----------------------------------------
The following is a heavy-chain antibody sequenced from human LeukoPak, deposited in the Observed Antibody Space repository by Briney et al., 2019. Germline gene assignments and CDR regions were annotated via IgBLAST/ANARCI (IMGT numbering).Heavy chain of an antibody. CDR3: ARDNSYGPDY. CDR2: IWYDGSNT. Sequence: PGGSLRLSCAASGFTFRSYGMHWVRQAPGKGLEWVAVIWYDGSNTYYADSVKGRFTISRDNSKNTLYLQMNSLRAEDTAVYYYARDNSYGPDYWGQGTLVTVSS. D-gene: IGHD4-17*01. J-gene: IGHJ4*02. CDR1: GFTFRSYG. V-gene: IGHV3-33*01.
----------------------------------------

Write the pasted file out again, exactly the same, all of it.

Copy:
The following is a heavy-chain antibody sequenced from human LeukoPak, deposited in the Observed Antibody Space repository by Briney et al., 2019. Germline gene assignments and CDR regions were annotated via IgBLAST/ANARCI (IMGT numbering).Heavy chain of an antibody. CDR3: ARDNSYGPDY. CDR2: IWYDGSNT. Sequence: PGGSLRLSCAASGFTFRSYGMHWVRQAPGKGLEWVAVIWYDGSNTYYADSVKGRFTISRDNSKNTLYLQMNSLRAEDTAVYYYARDNSYGPDYWGQGTLVTVSS. D-gene: IGHD4-17*01. J-gene: IGHJ4*02. CDR1: GFTFRSYG. V-gene: IGHV3-33*01.